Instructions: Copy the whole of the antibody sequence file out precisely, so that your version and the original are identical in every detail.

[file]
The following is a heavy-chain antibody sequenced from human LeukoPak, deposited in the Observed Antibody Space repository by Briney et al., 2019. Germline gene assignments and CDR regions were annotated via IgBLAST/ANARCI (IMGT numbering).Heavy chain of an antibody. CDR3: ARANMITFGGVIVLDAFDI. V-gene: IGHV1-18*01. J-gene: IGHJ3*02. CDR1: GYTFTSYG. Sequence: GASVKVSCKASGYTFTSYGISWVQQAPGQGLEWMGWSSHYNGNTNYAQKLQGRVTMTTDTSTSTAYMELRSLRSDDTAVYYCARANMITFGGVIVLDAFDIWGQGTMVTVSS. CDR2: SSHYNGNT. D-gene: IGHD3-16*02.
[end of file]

The following is a heavy-chain antibody sequenced from human LeukoPak, deposited in the Observed Antibody Space repository by Briney et al., 2019. Germline gene assignments and CDR regions were annotated via IgBLAST/ANARCI (IMGT numbering).Heavy chain of an antibody. CDR3: ARANMITFGGVIVLDAFDI. V-gene: IGHV1-18*01. J-gene: IGHJ3*02. CDR1: GYTFTSYG. Sequence: GASVKVSCKASGYTFTSYGISWVQQAPGQGLEWMGWSSHYNGNTNYAQKLQGRVTMTTDTSTSTAYMELRSLRSDDTAVYYCARANMITFGGVIVLDAFDIWGQGTMVTVSS. CDR2: SSHYNGNT. D-gene: IGHD3-16*02.